Getting the most out of your photoshoot with a professional photographer.

Most entrepreneurs need photos for their websites.  Many think what they need is a head shot or simple portrait, but with a little more planning and forethought, they can get so much more out of the time they spend with a professional photographer. This is a story about some quick and easy ways we can made several years' worth of photo options from just a little extra effort in the planning stages.

Two summer looks.  Max Eicke inside with his table and chairs, and outside with his "T Table" and stackable chair. Using the theater as a backdrop was my way of telling the world where he was based,  instead of writing it in a caption.

People often ask if I do head shots, and I do, but I prefer to say I specialize in shooting 'entire websites'.   For me, a full website session takes only a little more time, and for the money you were spending anyway on a portrait session,  this gives you a much bigger bang for your buck.  
A homepage image from

Max Eicke's story is a perfect example. 
Max designs furniture. I wanted to photograph him with his work (and some of his work alone) in enough different outfits that he would have photos to send to publications for years, and in any season.

In a few hours, we shot six different outfits in different locations, covering a range of seasons and levels of formality using his furniture prominently, or in the background in almost every shot.

The key to a shoot like this is planning out out your wardrobe in advance, changing outfits for each location, and of course, having a great location to work in.  I often say your background is 50% of your image and you should use it to your advantage. 

I also like to capture a lot of product shots (without people) and product detail shots for my client to use the way a cook uses spices to season a meal: sparingly, but with impact.
Above, some of the many photos we shot for Max, and the story he wrote about the experience on his blog.

A playful closeup with one of his cubes, and a summer look down to the flip flops with his "E" desk.

Same background as above, but much closer, in a more wintery outfit.

Max has since been featured in dozens of blogs and publications (including the NY Times) and my photos have been included every time. A lot of publications don't have the money to send out a photographer to tell your story, but if you have good quality publicity ready photos, they will often print them, and pay me for the usage (Ask any photographer what makes them happy, and 'credit or links' and 'payment' will be somewhere on the list). It helps to have a range of images and focal lengths,  meaning tight shots, and wider ones showing some of your environment too.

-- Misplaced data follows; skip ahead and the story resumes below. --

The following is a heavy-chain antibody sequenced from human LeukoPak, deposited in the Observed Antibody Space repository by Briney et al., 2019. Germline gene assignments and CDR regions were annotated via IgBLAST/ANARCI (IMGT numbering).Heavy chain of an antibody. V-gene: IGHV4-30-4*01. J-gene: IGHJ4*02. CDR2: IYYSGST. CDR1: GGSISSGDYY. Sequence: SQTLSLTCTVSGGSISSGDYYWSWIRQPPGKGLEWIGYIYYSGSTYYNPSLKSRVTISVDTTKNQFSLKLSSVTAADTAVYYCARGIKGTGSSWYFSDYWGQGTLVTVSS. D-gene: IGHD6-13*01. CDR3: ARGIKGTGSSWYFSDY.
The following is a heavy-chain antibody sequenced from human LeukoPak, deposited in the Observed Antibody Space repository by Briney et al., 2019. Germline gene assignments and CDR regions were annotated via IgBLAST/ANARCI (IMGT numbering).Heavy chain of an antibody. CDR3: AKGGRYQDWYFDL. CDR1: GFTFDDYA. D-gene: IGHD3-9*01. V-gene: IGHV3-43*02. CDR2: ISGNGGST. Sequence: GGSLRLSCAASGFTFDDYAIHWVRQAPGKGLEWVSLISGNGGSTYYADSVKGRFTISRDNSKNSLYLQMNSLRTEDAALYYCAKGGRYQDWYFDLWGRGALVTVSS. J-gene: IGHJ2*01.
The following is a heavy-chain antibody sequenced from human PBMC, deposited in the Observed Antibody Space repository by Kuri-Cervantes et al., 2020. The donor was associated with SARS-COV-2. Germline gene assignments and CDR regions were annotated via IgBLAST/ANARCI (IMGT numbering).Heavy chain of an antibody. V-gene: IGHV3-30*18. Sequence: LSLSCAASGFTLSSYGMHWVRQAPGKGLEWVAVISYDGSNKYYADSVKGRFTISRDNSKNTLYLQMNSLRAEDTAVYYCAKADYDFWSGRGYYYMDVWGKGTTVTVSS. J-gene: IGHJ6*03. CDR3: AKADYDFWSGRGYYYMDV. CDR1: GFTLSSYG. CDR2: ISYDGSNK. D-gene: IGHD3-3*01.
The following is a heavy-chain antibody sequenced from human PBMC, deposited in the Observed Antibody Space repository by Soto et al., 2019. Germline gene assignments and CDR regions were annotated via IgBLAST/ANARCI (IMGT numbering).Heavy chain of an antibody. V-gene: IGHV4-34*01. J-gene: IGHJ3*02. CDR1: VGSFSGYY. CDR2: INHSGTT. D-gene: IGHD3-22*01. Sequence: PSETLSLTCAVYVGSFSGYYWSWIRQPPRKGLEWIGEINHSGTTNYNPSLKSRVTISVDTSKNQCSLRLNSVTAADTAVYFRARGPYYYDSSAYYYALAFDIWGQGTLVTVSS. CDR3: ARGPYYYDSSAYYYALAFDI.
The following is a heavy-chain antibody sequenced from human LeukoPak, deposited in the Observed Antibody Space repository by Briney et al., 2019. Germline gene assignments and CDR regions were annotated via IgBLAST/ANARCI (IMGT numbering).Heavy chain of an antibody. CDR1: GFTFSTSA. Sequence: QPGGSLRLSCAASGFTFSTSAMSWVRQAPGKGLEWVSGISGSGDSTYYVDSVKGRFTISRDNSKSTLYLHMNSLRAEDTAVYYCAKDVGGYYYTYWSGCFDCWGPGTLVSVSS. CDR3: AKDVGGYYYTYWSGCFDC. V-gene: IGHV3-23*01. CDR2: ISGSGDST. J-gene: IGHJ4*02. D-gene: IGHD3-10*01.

Many publications are looking for 'lifestyle portraits' meaning not just a head shot, but a portrait that also says something about you and what you do, all in one photo.  Of course you can use these images  all over your website, blog, and social media....but it helps to hold some back as well. That way, you have 'fresh' images that have not yet been published, and you can maximize the value of that one day you spent doing your 'website photo shoot'.
Not all portraits require faces.  Not all chairs require people sitting in them.  After considering what you would 'normally' do for a portrait, you might want to think about other options just to make sure you have an interesting mix of photos.

Two years after our shoot, Max is still getting these photos published with little stories about him and his work all over the world.  Sometimes we add a new piece with a few photos here or there, but nothing that requires the complexity or expense of that first shoot.
We photographed this particular table on a different day, but it only took a few minutes and his been published dozens of times in blogs and print.